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The XX Corps of the United States Army fought from northern Francemarker to Austriamarker in World War II. Constituted by redesignating the IV Armored Corps, which had been activated at Camp Young, Californiamarker on September 5, 1942, XX Corps became operational in France as part of Lieutenant General George S. Patton's U.S. Third Army on August 1, 1944.

Northern France

Initially assigned to protect the south flank of the U.S. Third Army, XX Corps secured the bridgehead at Le Mansmarker and liberated Angersmarker on August 10, 1944. The corps fought a successful five day battle for Chartresmarker from August 15 - 19, and seized a bridgehead over the Aunay River. Liberating Fontainebleaumarker on August 23, the corps moved rapidly east against disorganized Germanmarker resistance and seized bridgeheads over the Seine Rivermarker at Melun and Montereau. Still pushing east at a rapid rate of advance, XX Corps liberated Château-Thierrymarker and captured a bridgehead across the Marne Rivermarker on August 27, 1944. This feat was followed by the liberation of Reimsmarker two days later. The August succession of bridgehead captures culminated in the liberation of Verdunmarker and seizure of a bridgehead over the Meuse Rivermarker on August 31. Although the corps had conducted a brilliant pursuit of the Germans in August, a crippling shortage of gasoline caused by the unexpectedly rapid advance of Allied armies across France practically immobilized XX Corps at the onset of September 1944.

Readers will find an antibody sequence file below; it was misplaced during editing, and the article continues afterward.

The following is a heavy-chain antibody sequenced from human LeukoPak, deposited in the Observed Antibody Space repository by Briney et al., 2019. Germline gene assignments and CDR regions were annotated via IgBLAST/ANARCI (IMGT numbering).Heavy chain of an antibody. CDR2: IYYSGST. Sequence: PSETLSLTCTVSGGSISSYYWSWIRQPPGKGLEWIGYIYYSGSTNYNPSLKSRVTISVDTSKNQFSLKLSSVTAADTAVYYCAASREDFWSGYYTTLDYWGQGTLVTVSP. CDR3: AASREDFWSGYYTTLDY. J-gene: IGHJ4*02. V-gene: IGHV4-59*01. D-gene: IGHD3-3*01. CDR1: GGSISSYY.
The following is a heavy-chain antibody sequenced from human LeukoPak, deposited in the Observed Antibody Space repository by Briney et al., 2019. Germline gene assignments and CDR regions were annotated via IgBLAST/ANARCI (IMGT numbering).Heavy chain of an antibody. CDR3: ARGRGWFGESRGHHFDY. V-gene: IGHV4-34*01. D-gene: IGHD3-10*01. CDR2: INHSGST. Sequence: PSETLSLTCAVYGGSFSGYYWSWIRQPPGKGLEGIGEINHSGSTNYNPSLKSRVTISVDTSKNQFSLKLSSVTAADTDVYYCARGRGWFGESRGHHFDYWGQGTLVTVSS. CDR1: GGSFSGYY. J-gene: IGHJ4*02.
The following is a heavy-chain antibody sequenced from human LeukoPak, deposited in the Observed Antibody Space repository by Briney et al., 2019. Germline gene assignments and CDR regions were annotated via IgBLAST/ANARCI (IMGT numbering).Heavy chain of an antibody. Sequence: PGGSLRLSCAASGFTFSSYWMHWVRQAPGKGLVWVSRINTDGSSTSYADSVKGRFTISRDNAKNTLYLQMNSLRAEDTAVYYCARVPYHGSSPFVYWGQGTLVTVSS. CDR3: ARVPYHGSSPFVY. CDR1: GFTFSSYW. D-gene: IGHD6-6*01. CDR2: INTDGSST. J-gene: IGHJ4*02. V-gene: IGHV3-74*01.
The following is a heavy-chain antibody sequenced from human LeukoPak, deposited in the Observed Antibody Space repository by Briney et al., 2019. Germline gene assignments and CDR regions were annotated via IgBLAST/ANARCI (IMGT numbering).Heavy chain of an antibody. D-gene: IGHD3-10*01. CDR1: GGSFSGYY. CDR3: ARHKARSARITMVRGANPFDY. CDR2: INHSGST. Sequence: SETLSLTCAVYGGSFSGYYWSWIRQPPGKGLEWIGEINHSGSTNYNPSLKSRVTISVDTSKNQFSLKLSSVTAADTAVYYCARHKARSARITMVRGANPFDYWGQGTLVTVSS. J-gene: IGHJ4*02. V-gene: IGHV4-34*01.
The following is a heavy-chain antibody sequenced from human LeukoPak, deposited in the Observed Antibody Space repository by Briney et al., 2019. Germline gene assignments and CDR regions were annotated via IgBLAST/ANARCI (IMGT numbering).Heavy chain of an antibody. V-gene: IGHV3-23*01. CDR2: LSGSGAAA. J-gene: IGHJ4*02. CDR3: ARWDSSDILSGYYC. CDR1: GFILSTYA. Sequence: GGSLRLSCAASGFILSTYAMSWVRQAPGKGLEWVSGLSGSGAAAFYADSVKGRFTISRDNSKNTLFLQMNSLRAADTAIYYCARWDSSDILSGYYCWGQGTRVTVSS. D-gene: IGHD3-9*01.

The tactical situation transforms

Movement of XX Corps units was practically nil for the first week of September, 1944, although corps units feinted in the direction of Sedanmarker and the U.S. 90th Infantry Division crossed the Meuse River to join the rest of the corps near the Moselle Rivermarker. While the corps was at a standstill for a lack of gasoline, the Germans in and south of the fortress city of Metzmarker had been hurriedly reorganizing and establishing cohesive defensive lines. In Metz itself, the German Ersatzheer (Replacement Army) stood up the 462nd Division with odds and ends such as fortress infantry battalions and infantry leader schools. Despite its less than impressive heritage, the 462nd Division would prove to be a determined foe for no less than three months, significantly delaying XX Corps' push to the German frontier. When XX Corps advanced again, the tactical situation had transformed from a pursuit against a disorganized foe to a slogging advance against regrouped German forces. On September 7, 1944, elements of XX Corps, again refueled but still facing persistent shortages of gasoline and artillery munitions, moved out towards Metz and Thionville.